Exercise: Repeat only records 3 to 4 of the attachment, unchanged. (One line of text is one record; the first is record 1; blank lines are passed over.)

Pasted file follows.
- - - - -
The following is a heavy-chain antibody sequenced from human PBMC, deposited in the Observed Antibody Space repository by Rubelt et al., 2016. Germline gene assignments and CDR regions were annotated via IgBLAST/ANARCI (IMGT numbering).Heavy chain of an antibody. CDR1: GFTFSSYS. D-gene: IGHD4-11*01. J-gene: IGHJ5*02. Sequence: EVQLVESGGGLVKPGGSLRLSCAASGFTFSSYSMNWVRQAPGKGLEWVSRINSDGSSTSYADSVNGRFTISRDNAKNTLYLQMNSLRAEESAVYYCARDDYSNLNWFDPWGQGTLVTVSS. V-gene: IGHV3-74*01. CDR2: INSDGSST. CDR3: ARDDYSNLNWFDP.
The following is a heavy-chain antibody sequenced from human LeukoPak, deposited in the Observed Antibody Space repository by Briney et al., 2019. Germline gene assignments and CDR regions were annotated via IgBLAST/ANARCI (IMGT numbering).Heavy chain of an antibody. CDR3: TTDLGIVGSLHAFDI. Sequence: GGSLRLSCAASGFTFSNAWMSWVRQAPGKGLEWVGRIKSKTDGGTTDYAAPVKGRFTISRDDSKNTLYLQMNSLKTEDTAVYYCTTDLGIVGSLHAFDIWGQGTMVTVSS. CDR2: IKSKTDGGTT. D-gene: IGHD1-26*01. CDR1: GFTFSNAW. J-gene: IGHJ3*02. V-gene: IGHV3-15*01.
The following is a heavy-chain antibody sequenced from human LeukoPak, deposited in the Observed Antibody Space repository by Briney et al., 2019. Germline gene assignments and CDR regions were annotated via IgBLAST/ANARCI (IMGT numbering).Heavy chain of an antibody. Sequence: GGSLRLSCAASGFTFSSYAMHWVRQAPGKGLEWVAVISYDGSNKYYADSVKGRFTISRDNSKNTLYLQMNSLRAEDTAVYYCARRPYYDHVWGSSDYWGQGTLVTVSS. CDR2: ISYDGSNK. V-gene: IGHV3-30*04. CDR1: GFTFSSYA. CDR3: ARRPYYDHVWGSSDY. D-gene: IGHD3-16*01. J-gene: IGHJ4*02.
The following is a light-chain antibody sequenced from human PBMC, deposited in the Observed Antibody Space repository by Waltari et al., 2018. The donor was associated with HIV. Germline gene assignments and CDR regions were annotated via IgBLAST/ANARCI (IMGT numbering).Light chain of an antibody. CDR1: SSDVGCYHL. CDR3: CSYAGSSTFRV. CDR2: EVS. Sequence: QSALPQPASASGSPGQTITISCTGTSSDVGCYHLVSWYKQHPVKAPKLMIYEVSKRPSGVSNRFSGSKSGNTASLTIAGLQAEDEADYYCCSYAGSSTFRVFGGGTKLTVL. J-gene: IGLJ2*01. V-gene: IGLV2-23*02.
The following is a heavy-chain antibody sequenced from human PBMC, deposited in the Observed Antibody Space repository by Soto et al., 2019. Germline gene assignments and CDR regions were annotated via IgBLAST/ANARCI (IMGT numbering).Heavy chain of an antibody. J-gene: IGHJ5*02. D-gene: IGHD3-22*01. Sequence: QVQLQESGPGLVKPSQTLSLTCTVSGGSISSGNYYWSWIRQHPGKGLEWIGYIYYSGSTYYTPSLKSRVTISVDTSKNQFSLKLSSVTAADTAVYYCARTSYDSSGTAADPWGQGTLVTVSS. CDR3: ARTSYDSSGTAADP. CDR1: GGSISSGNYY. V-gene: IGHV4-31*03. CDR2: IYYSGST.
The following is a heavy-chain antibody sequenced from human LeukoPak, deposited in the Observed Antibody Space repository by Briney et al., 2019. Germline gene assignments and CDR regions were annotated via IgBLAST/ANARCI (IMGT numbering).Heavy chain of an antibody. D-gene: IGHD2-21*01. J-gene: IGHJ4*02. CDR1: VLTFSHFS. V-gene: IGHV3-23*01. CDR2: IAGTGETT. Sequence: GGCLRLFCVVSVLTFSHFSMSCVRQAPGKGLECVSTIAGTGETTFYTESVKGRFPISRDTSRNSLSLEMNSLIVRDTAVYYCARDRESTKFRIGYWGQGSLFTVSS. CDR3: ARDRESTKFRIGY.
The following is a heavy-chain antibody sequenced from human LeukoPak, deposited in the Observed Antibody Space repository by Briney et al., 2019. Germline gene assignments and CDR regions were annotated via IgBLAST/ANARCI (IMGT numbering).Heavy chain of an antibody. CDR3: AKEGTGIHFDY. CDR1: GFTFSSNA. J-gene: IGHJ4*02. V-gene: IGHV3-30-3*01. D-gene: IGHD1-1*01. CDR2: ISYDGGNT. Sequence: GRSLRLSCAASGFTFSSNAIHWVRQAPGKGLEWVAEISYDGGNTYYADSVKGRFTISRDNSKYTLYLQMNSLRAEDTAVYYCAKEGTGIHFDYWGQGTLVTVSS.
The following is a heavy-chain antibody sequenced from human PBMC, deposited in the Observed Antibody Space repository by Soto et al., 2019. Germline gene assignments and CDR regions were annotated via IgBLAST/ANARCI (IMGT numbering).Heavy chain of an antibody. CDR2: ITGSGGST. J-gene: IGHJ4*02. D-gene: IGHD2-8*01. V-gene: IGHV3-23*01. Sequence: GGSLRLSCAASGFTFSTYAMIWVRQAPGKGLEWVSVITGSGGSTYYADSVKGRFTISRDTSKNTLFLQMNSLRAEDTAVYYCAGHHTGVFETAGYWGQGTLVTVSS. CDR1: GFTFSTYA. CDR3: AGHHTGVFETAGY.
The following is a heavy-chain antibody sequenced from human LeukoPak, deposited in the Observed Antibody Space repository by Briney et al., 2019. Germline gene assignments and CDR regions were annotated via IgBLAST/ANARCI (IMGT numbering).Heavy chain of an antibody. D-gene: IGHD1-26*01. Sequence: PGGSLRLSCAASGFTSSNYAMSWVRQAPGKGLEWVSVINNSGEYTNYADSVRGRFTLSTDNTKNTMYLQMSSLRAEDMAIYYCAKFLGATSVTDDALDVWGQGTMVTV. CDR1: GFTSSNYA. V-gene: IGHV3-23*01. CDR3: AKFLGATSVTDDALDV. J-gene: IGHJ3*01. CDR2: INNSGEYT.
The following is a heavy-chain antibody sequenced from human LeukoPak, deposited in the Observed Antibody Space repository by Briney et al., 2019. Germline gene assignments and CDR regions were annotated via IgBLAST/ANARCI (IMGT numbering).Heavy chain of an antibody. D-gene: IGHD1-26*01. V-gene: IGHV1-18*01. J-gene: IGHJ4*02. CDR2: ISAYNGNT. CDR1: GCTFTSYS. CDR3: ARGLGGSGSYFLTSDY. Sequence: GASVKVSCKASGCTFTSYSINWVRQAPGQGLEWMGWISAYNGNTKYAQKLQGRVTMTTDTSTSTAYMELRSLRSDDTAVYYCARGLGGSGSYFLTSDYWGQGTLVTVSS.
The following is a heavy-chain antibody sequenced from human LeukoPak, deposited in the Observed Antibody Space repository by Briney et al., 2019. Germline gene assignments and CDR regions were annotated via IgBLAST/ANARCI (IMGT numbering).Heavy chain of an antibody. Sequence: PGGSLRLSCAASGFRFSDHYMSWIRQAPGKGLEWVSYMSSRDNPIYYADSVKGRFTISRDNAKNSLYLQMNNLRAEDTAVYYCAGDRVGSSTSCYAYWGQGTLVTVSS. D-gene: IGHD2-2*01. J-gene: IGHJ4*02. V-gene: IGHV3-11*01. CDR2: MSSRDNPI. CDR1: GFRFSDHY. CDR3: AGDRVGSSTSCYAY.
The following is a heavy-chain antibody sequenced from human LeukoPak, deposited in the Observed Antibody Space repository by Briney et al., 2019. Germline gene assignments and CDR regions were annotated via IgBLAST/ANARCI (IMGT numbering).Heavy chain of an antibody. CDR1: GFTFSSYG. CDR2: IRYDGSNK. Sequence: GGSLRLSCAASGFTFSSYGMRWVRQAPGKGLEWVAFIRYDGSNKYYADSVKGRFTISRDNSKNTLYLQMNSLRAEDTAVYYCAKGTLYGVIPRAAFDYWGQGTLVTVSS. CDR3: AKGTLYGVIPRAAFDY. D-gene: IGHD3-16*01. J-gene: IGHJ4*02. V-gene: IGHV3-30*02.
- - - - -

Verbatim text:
The following is a heavy-chain antibody sequenced from human LeukoPak, deposited in the Observed Antibody Space repository by Briney et al., 2019. Germline gene assignments and CDR regions were annotated via IgBLAST/ANARCI (IMGT numbering).Heavy chain of an antibody. Sequence: GGSLRLSCAASGFTFSSYAMHWVRQAPGKGLEWVAVISYDGSNKYYADSVKGRFTISRDNSKNTLYLQMNSLRAEDTAVYYCARRPYYDHVWGSSDYWGQGTLVTVSS. CDR2: ISYDGSNK. V-gene: IGHV3-30*04. CDR1: GFTFSSYA. CDR3: ARRPYYDHVWGSSDY. D-gene: IGHD3-16*01. J-gene: IGHJ4*02.
The following is a light-chain antibody sequenced from human PBMC, deposited in the Observed Antibody Space repository by Waltari et al., 2018. The donor was associated with HIV. Germline gene assignments and CDR regions were annotated via IgBLAST/ANARCI (IMGT numbering).Light chain of an antibody. CDR1: SSDVGCYHL. CDR3: CSYAGSSTFRV. CDR2: EVS. Sequence: QSALPQPASASGSPGQTITISCTGTSSDVGCYHLVSWYKQHPVKAPKLMIYEVSKRPSGVSNRFSGSKSGNTASLTIAGLQAEDEADYYCCSYAGSSTFRVFGGGTKLTVL. J-gene: IGLJ2*01. V-gene: IGLV2-23*02.